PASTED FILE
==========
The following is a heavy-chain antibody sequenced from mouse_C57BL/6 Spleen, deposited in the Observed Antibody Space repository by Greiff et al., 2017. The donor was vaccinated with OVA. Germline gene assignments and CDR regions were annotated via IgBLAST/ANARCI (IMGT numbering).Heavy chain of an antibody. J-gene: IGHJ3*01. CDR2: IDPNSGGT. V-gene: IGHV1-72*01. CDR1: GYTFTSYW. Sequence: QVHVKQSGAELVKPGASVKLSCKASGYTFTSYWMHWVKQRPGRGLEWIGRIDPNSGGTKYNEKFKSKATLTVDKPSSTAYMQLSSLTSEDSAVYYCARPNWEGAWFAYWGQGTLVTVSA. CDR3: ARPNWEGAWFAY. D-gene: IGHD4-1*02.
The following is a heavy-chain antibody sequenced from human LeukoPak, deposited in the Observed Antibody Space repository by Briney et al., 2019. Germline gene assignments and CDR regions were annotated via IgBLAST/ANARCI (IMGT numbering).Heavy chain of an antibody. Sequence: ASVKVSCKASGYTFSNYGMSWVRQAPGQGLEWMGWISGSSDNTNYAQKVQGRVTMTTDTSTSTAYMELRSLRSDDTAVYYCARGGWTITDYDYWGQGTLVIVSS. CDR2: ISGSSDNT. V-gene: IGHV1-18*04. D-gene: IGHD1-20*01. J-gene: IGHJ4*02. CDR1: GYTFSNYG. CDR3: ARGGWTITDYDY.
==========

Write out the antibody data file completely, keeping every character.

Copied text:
The following is a heavy-chain antibody sequenced from mouse_C57BL/6 Spleen, deposited in the Observed Antibody Space repository by Greiff et al., 2017. The donor was vaccinated with OVA. Germline gene assignments and CDR regions were annotated via IgBLAST/ANARCI (IMGT numbering).Heavy chain of an antibody. J-gene: IGHJ3*01. CDR2: IDPNSGGT. V-gene: IGHV1-72*01. CDR1: GYTFTSYW. Sequence: QVHVKQSGAELVKPGASVKLSCKASGYTFTSYWMHWVKQRPGRGLEWIGRIDPNSGGTKYNEKFKSKATLTVDKPSSTAYMQLSSLTSEDSAVYYCARPNWEGAWFAYWGQGTLVTVSA. CDR3: ARPNWEGAWFAY. D-gene: IGHD4-1*02.
The following is a heavy-chain antibody sequenced from human LeukoPak, deposited in the Observed Antibody Space repository by Briney et al., 2019. Germline gene assignments and CDR regions were annotated via IgBLAST/ANARCI (IMGT numbering).Heavy chain of an antibody. Sequence: ASVKVSCKASGYTFSNYGMSWVRQAPGQGLEWMGWISGSSDNTNYAQKVQGRVTMTTDTSTSTAYMELRSLRSDDTAVYYCARGGWTITDYDYWGQGTLVIVSS. CDR2: ISGSSDNT. V-gene: IGHV1-18*04. D-gene: IGHD1-20*01. J-gene: IGHJ4*02. CDR1: GYTFSNYG. CDR3: ARGGWTITDYDY.